Egyptian authorities have seized the huge container ship Ever Given after it blocked the Suez Canal for several days, disrupting world trade. They had been negotiating a hefty compensation payment with the Japanese ship’s owner, the canal chief and a judicial official said Tuesday.
Lt. Gen. Osama Rabie stated that the skyscraper-sized cargo ship would not be allowed to leave the country until they manage to establish a compensation amount with Shoei Kisen Kaisha Ltd.
“The vessel is now officially impounded,” he told Egypt’s state-run television late Monday, adding: “They do not want to pay anything.” However, the vessel’s owner did not immediately respond to a request for comment.
Rabie did not specify how much money the canal’s authority was requesting.
Nonetheless, the Al-Ahram state newspaper reported Tuesday that an Egyptian court had allowed the Suez Canal Authority to seize the giant ship until the owner company forked $900 million or more from last month’s traffic jam.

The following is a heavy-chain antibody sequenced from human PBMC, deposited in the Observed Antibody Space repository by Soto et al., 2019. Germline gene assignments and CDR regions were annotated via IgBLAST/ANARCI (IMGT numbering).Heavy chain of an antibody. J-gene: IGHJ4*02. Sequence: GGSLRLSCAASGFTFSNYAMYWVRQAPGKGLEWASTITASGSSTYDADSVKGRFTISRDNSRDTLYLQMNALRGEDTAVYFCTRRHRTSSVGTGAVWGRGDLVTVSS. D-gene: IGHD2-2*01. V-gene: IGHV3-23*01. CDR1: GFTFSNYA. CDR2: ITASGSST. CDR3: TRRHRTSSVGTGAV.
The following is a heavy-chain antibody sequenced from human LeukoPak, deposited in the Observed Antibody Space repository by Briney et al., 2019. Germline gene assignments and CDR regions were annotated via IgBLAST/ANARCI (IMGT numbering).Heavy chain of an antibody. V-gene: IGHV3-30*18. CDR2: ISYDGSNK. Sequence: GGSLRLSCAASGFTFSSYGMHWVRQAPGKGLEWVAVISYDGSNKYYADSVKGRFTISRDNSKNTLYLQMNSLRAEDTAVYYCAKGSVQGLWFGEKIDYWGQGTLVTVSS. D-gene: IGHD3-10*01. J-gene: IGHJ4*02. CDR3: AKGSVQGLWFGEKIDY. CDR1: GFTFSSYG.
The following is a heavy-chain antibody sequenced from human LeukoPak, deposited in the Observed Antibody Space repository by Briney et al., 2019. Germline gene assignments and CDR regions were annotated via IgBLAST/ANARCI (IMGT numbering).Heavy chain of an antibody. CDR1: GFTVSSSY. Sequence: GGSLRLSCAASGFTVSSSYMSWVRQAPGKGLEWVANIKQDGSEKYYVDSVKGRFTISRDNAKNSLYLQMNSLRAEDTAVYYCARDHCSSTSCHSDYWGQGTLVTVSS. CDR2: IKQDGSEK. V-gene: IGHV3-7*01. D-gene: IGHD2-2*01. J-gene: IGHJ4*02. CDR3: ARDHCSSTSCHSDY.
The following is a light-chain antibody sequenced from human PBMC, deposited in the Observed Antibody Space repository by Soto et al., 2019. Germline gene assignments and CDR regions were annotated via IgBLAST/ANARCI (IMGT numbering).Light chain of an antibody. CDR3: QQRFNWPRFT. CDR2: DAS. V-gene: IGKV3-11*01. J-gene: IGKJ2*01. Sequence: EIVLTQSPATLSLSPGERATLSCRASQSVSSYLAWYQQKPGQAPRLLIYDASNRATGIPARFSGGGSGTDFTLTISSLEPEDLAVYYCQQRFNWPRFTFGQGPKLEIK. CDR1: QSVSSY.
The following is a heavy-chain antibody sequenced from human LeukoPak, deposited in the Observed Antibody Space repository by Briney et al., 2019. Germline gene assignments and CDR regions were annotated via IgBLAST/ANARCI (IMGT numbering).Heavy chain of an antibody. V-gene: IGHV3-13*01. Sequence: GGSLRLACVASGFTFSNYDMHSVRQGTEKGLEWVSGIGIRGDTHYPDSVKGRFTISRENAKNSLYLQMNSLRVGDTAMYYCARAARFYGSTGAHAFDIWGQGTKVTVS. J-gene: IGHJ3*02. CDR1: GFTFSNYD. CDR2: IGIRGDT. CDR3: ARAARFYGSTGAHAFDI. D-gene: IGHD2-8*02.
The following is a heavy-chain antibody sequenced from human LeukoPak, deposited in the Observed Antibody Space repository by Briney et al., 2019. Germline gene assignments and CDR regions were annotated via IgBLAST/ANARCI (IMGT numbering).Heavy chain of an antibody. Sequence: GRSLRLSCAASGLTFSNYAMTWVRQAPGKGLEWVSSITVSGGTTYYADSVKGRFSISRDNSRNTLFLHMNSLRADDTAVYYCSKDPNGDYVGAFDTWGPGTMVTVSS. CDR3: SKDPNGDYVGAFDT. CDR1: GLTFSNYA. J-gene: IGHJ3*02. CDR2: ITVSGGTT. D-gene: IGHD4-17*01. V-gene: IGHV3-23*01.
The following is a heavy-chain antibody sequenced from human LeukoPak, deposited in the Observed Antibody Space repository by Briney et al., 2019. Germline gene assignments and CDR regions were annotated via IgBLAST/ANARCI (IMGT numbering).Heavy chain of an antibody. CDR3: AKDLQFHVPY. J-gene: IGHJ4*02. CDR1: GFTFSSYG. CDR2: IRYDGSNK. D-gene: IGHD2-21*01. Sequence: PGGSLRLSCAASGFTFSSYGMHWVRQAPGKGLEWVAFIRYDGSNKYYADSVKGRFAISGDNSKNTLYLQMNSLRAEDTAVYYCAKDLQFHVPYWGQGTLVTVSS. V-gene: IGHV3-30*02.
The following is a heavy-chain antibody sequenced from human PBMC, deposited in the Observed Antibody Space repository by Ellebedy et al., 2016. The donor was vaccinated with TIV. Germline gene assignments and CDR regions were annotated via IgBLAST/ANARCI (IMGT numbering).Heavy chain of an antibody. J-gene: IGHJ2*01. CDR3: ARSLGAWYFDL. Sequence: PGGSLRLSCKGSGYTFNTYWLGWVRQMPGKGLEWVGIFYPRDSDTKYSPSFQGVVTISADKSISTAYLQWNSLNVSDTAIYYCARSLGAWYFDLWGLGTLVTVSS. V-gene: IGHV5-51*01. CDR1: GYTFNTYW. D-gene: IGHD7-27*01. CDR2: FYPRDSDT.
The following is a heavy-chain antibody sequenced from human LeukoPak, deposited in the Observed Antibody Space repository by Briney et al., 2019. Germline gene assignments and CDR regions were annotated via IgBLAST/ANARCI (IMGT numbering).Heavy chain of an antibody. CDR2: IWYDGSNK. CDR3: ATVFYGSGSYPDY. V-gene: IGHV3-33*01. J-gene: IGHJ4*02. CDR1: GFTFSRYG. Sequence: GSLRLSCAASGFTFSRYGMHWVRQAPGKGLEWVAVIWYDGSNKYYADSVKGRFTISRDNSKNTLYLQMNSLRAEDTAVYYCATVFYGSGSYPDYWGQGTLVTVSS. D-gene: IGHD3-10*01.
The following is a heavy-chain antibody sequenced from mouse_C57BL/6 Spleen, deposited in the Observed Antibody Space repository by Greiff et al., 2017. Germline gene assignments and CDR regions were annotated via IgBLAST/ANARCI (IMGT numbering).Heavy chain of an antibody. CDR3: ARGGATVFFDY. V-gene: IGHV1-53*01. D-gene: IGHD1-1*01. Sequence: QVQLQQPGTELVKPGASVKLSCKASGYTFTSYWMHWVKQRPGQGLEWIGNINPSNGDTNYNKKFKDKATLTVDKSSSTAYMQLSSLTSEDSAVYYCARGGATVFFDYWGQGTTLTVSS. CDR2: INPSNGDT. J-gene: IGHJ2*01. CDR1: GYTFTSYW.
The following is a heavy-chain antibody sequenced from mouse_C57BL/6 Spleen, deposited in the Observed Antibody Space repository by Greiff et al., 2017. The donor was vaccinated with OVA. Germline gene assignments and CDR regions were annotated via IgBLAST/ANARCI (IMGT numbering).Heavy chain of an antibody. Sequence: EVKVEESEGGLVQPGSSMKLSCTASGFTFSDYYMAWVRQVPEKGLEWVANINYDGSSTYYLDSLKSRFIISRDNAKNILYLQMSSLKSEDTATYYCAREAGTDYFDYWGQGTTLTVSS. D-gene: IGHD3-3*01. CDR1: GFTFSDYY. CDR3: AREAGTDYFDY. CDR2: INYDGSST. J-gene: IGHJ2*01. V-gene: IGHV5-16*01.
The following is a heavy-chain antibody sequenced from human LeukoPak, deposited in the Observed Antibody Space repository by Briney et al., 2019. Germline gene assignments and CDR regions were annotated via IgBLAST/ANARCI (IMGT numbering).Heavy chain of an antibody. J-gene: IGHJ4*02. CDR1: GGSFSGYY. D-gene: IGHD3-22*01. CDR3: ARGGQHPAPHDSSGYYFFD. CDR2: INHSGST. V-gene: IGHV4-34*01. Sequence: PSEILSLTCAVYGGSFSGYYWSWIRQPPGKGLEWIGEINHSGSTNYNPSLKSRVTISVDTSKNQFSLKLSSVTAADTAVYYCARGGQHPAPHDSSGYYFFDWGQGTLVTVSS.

The amount represents the cost of moving the 400-meter-long ship after it ran aground, the Associated Press said.
It also includes the costs of lost transit fees and stalled traffic during the six-day blockade. But the ship-leasing company, Shoei Kisen Kaisha, was disputing 90% of the amount in negotiations with officials, Rabie told the media.
The Suez Canal Authority chairman also said that the canal had suffered great moral damage besides the financial costs arising from the incident.
Rabie confirmed the vessel’s seizure order had been issued by a court in the Suez Canal city of Ismalia on Monday and that the Ever Given crew was informed on Tuesday. Meanwhile, Shoei Kisen told the media that the cargo ship had been seized and that the canal had made a compensation claim but assured that negotiations were ongoing.
“They are still talking to us. So we will continue negotiations on compensation,” the company spokesperson Ryu Murakoshi told The Wall Street Journal.
Rabie confirmed that negotiations were still ongoing to reach a compensation agreement. However, he warned last week that taking the case to court would be more damaging to the ship’s owner than settling an agreement with the waterway’s management.